Study: Women With COVID-19 During Their Pregnancy Pass The Antibodies To Unborn Baby

It is estimated that almost 10,000 moms to be have contracted COVID -19 while pregnant.  Initially the concern was that moms who contracted the virus could pass it along to their unborn babies.  But as nature would have it our bodies do everything they can to protect our growing babies. 

JAMA Pediatrics recently released a paper revealing some good news for parents who were concerned about their unborn baby’s safety during the pandemic. 

Women With COVID-19 During Their Pregnancy Pass The Antibodies To Unborn Baby

For the study, maternal and cord blood were collected from 1,471 mothers and their babies who were delivered at Pennsylvania Hospital between April and August 2020. Antibodies for SARS-CoV-2, the virus that causes COVID-19, were found in 83 of the 1,471 women, or just under 6 percent. Fifty, or 60 percent, out of the 83 women who tested positive for the coronavirus never showed any symptoms.  The samples from these moms and babies, 11 infants had no antibodies for SARS-CoV-2 at birth.

The women who contracted COVID-19 during their pregnancies were able to pass the antibodies they developed through the placenta to their unborn children.

This information could help guide vaccine trials for pregnant women in the future researchers said.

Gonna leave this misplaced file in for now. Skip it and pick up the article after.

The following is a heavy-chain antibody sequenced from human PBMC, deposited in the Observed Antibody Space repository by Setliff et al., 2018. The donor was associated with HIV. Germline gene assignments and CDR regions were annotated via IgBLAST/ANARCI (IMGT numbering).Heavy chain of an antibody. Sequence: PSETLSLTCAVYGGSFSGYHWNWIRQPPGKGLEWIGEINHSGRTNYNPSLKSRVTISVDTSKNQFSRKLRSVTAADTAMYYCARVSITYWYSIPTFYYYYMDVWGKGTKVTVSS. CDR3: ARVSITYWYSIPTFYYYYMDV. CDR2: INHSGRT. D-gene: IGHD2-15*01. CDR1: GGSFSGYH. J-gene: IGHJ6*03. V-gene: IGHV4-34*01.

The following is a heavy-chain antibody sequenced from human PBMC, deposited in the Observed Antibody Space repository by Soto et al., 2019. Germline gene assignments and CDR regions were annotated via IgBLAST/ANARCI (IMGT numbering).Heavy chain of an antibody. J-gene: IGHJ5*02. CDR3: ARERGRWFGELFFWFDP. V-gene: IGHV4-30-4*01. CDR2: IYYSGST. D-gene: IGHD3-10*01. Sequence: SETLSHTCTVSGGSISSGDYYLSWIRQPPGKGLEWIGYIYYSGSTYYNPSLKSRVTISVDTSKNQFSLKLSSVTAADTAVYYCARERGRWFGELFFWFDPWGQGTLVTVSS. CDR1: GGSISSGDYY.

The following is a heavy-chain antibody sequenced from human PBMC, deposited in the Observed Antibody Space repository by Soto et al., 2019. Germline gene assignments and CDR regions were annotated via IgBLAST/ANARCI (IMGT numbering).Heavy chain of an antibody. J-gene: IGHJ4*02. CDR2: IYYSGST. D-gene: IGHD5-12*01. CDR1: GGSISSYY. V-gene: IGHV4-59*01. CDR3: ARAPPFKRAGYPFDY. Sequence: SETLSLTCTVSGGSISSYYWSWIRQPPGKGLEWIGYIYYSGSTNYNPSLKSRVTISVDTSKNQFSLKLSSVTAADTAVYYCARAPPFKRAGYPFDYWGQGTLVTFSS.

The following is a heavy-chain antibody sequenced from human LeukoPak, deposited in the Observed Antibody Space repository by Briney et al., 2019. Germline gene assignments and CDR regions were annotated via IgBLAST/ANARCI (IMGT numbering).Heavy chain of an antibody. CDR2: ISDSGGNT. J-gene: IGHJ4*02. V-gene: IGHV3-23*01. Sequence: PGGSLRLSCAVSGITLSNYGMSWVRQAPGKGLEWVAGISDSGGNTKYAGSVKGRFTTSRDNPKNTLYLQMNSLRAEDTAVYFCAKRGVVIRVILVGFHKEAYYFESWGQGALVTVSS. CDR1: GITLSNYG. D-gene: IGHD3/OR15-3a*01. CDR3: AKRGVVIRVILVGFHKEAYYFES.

Did the stage of the pregnancy affect the number of antibodies?

Yes.  The longer the time between when a mother caught the virus and when the newborn was delivered, the greater the number of antibodies transferred to the baby.

“Our findings demonstrate the potential for maternally derived antibodies to provide neonatal protection from SARS-CoV-2 infection and will help inform both neonatal management guidance and design of vaccine trials during pregnancy,” researchers noted in the paper.

The IgG antibody, which develops following an infection or immunization, was detected in the cord blood of 72 of the 83 infants born to mothers who had been infected.

The IgM antibodies a body makes when it fights a new infection were not found in any cord blood samples, indicating that the mother did not infect their child during pregnancy even when the mother was critically ill.

Hopefully, the study’s authors are able to expand their study to include mothers from other areas of North America and infants who were born both pre-term and full-term.  This new information, however, is definitely encouraging for parents who are expecting and worried about their baby’s health.


About the author

Lisa Arneill

Founder of Growing Your Baby and World Traveled Family. Canadian mom of 2 boys, photo addict, lover of bulldogs, and museumgoer. Always looking for our next vacation spot!

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